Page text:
Nimbleness is next to godliness in the action films of Jon M. Chu. Those who can seamlessly glide, bend, and contort take control of time and space, creating their own gravitational pull. As a result, they challenge the limits of what a body can do, helping to realize personal identity through harmonized movement. It’s a natural-born talent that can produce infinite kinetic possibilities on screen. And us mortals simply watch in awe from the sidelines.
Step Up 3D is Chu’s cinema-of-agility at its most joyous peak. The nubile New Yorkers from that pop musical literally fly through the air at times, earthbound constellations illuminating the power of collective dexterity. While the film’s meager plot consistently borders on absurd melodrama, its riveting dance sequences are mini-explosions of color, texture, and depth that allow Chu’s eye for cinematic pacing and rhythm to emerge. “Dance has vocabulary,” one character muses, pinpointing the bridge between action and expression that Chu cherishes. But there’s also a certain level of aggression to some of these performances, even though they unfold within a cinematic world that has very little bite. One human gazelle is even labeled a “ninja” after jumping through a small hotdog stand during a chase scene in Central Park, a personification of the seemingly contradictory combo of force and finesse.
Hints of the same visual fluidity can also be found in Chu’s G.I. Joe: Retaliation, albeit the entanglement of bodies is much more overt; gun battles and martial arts stand in for the mesmerizing musical standoffs in Step Up 3D. A mega-budget sequel to the 2009’s G.I. Joe: The Rise of the Cobra, which was based on the popular Hasbro toy line from the 1980s, Retaliationfinds Chu attempting to evolve as a director on a grander scale. In the cartoonish world of the film, where the titular “Joes” defend American democracy against super villains hell bent on global domination, movement no longer represents ideological transcendence, but messy destruction. Instead of long takes, which are lovingly utilized in Step Up 3D, Chu opts for increasing volatility in the editing room. The film’s cut-happy style immediately proves a jarring shift in form, as fragmentation has replaced grace.
Once again, Chu’s direction falters whenever plot takes center stage. The opening act is waterlogged with tedious exposition and comedic banter between Duke (Channing Tatum) and Roadblock (Dwayne Johnson), leaders of the G.I. Joe special-operations unit tasked with retrieving a stolen nuclear bomb from war-torn Pakistan. When their mission goes awry, leaving all but three of the Joes terminated, Retaliation gets bogged down with plot, jumping back and forth between the surviving heroes and the vipers of Cobra Command who’ve taken control of the U.S. presidency via a shape-shifting imposter.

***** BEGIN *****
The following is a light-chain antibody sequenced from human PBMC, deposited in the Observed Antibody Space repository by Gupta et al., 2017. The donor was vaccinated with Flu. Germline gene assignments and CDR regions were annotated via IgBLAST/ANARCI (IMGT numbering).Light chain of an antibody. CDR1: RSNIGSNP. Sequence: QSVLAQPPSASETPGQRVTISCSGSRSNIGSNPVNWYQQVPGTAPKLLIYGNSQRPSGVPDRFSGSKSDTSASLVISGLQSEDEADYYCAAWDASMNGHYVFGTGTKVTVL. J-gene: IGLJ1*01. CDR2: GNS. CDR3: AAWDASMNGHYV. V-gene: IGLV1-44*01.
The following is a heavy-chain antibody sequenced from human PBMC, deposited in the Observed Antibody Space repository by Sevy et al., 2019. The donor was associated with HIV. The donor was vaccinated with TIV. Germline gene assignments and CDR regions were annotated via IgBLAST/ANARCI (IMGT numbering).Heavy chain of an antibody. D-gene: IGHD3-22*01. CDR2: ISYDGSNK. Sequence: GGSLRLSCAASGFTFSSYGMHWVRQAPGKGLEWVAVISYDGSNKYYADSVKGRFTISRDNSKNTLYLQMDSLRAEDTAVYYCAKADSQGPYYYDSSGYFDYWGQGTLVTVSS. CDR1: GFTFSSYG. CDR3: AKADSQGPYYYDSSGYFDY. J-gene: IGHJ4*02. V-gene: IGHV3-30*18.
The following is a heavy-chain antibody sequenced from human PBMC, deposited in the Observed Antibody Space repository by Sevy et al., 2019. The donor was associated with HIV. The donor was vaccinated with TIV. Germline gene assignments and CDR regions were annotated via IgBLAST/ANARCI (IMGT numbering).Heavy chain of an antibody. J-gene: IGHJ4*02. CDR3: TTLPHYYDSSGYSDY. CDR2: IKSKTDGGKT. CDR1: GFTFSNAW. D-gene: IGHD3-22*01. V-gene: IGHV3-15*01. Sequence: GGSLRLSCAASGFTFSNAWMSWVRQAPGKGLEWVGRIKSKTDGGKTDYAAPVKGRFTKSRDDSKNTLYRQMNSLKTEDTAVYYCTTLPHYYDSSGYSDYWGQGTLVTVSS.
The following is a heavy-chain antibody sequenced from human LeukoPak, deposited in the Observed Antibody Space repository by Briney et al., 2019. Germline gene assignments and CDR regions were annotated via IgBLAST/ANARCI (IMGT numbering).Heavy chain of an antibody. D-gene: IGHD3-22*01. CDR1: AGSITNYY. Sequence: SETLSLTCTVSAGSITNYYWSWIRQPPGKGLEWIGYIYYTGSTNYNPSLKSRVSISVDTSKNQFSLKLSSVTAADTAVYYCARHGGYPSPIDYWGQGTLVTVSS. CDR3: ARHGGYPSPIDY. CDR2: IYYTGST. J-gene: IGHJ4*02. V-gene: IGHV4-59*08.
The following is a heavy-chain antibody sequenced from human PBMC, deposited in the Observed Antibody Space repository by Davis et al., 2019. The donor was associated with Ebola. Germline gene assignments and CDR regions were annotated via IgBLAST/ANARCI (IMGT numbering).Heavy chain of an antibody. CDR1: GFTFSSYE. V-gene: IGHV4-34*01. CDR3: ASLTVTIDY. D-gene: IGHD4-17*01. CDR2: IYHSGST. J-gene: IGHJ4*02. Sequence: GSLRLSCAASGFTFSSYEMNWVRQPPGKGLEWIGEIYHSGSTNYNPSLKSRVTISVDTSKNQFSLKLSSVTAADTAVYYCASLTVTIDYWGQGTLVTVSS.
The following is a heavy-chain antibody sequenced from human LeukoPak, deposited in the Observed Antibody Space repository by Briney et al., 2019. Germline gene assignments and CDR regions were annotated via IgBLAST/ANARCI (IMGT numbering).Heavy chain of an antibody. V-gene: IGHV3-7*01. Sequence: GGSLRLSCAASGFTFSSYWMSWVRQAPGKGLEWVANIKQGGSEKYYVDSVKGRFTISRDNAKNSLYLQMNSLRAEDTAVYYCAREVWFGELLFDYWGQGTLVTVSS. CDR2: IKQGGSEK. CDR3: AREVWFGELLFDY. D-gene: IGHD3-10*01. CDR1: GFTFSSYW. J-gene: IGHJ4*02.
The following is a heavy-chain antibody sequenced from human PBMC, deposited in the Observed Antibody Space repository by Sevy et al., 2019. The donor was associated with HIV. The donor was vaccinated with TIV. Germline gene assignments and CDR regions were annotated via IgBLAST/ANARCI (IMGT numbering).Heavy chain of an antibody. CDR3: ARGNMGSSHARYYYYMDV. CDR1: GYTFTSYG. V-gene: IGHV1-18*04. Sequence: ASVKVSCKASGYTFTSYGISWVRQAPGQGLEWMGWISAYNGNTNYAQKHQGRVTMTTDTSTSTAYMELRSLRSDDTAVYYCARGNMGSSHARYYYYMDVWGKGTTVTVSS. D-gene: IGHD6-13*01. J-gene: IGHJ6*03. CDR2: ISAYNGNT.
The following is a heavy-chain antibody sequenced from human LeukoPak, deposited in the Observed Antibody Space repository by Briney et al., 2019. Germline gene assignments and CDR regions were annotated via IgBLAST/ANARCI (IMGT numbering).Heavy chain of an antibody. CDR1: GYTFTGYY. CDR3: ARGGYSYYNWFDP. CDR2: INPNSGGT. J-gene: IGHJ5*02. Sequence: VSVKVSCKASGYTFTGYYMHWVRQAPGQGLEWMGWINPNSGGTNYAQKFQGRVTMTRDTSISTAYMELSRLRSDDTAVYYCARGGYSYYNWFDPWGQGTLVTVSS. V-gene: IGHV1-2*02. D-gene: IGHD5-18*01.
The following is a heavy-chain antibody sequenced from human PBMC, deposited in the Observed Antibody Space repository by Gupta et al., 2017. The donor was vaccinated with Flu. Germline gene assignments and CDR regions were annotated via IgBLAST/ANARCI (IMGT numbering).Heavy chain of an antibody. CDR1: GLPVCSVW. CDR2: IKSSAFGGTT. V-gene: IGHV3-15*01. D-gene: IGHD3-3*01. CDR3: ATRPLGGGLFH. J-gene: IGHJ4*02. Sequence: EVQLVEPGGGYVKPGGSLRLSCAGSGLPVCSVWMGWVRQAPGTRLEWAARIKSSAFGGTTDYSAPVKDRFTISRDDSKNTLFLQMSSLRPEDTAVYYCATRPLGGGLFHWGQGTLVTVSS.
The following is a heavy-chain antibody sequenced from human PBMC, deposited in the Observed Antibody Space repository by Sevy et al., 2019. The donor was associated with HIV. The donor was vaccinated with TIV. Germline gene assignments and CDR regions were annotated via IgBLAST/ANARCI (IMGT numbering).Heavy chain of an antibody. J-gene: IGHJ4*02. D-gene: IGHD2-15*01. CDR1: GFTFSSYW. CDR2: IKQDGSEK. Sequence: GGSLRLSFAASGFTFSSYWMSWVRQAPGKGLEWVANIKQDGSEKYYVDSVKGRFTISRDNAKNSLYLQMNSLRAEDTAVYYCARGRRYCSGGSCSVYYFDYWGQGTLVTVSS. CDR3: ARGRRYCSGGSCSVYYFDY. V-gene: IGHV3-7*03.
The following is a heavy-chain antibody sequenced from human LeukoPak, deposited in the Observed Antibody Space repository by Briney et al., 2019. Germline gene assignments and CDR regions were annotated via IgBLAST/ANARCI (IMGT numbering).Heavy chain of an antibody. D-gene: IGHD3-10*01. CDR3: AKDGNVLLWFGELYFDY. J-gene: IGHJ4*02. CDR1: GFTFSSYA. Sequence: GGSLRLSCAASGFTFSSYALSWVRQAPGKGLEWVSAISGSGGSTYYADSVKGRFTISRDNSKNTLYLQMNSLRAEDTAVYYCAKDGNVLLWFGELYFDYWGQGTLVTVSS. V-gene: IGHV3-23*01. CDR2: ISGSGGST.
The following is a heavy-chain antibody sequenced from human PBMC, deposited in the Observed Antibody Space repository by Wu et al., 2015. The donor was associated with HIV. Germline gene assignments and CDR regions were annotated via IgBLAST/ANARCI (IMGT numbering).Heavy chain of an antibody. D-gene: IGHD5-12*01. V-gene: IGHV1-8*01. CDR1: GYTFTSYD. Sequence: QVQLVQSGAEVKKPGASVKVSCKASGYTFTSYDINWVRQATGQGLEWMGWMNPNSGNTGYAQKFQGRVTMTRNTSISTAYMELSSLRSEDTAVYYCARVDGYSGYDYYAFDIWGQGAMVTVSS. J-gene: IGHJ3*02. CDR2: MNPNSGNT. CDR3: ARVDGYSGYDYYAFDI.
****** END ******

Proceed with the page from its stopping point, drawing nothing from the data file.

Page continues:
The narrative bloat doesn’t matter in the least though, as the extreme verbal posturing by either side simply acts as connective tissue between the blunderbuss action scenes. But even here, where one expects Chu to shine given the chance, the combat sequences are mostly flavorless, failing to capture the momentum or immediacy of Step Up 3D‘s best moments. That is with the exception of one audacious set piece between warring factions of ninja high up on the mountain peaks of Japan. As Snake Eyes (Ray Park) and Jinx (Elodie Yung) scale treacherous ground to kidnap the infamous swordsman Storm Shadow (Byung-hun Lee) from a snowy chateau, the battle eventually spills out onto the open cliff faces in glorious fashion. Propelling downward like birds in freefall, the ninjas primed for battle crisscross each other’s paths wielding katana swords with effortless precision. Here, Chu finally expands the frame, capturing the daredevil theatrics in wide angle without devolving into schizophrenic montage. For a moment, despite the violence and death, it seems like these warriors are engaged in some kind of epic dance off. Instead of the splashes of water and bursts of chalk that hypnotically pepper Step Up 3D‘s mise-en-scène, there’s the clanging of metal and swooshing sound of sleek bodies careening through space. It’s poetry in high-speed motion.
Other flashes of Chu’s potential as an action filmmaker emerge; a sequence where Firefly (Ray Stevenson) unleashes a squadron of his explosive drone namesakes onto an unsuspecting high-security prison is beautiful for its bright hints of LED color and constantly changing directionality. Yet it’s hard not to feel like Chu’s more dangerous and improvisational inclinations were either held back or repressed by the production itself. Chu’s cinema is far more powerful when the action is multifaceted, instinctual, and captured from a distance, allowing for multiple planes of activity to occur simultaneously, whether the movement is harmonic or confrontational. WithRetaliation, the young auteur seems lost amid so much narrative dead weight. It’s not surprising then that Chu feels most at home filming gliding ninjas tap dancing across the frame. Theirs is a freedom from gravity that makes perfect sense.